Grassley aides did not immediately respond to a request for comment. An NRSC spokesman also did not immediately respond.
In place of the pilot program, the letter demands that Google simply give “any 2022 campaign the option to reset their email domain, restoring their email reputation and allowing emails to go to Gmail inboxes.”
A domain’s reputation is among the factors that weigh in Gmail’s spam filters, which rely on artificial intelligence. “These filters look at a variety of signals, including characteristics of the IP address, domains/subdomains, whether bulk senders are authenticated, and user input,” Google states.
At least once in recent months, Google reset those signals for an individual campaign once it fixed authentication errors and adhered to best practices. That happened in late May for a domain associated with Sen. Marco Rubio (R-Fla.) after his team fixed an authentication problem, according to emails reviewed by The Post.
The NRSC letter argues that such resets should be possible on demand for campaigns experiencing email problems.
“We demand all Republican Senators get Gmail mitigation, the same fix Google has provided to a handful of campaigns and committees,” the letter reads. “This should be done in such a way that a warmup period is not required, so that emails may be sent by campaigns at the same rate they were sent before a reset without being immediately flagged as spam. The same option should also be made available to any Democrats concerned about email inboxing.”
In a statement, Google spokesman José Castañeda did not address that demand but defended the proposed pilot program and said, “We want Gmail to provide a great experience for all of our users, including minimizing unwanted email, and we do not filter emails based on political affiliation.”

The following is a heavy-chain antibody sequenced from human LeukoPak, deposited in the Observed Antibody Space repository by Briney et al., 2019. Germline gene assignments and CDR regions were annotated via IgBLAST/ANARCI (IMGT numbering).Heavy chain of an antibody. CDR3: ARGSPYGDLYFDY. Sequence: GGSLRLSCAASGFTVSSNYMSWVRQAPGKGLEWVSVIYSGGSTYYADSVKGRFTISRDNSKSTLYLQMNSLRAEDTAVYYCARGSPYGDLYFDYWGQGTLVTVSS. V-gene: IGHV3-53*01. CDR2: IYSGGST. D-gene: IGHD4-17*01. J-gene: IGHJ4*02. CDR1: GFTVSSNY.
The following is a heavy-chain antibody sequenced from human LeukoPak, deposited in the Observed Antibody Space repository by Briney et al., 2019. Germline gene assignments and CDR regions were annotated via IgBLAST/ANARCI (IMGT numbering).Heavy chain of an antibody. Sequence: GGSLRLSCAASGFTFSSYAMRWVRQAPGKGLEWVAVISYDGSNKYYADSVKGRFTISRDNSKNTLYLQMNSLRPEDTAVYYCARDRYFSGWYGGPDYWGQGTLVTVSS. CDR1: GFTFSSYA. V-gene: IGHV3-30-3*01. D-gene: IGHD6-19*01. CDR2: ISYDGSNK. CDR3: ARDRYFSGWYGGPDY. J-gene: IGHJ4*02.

Watchdog groups and email delivery specialists have defended Gmail’s automated filters, criticizing the GOP for working to undermine spam detection and Google for caving to the pressure and asking the FEC to sanction a political carve-out. These voices argue that any move to wipe away automated spam detection would reward bad behavior.
Citizens for Responsibility and Ethics in Washington, a nonprofit watchdog, argued in a public comment submitted to the FEC that “misleading and potentially fraudulent fundraising practices” may explain why more GOP emails are flagged as spam. “Indeed, Google has explained that the disparate filtering is likely the result of users’ behavior marking mail as spam,” the comment argues.
Josh Nelson, CEO of Civic Shout, a platform for left-leaning causes, wrote in a comment submitted to the FEC that exempting campaign communications from Gmail’s automated filters “amounts to penalizing Democrats for making investments in following clearly-established best practices.”
“It would give a distinct electoral advantage to Republican campaigns and committees who have ignored those same best practices for years to their own detriment,” he wrote.
Those two comments are among thousands submitted to the FEC, most raising concerns about a deluge of spam email. But the question before the regulator is not whether such a program is advisable but rather whether it’s permitted under federal campaign finance law.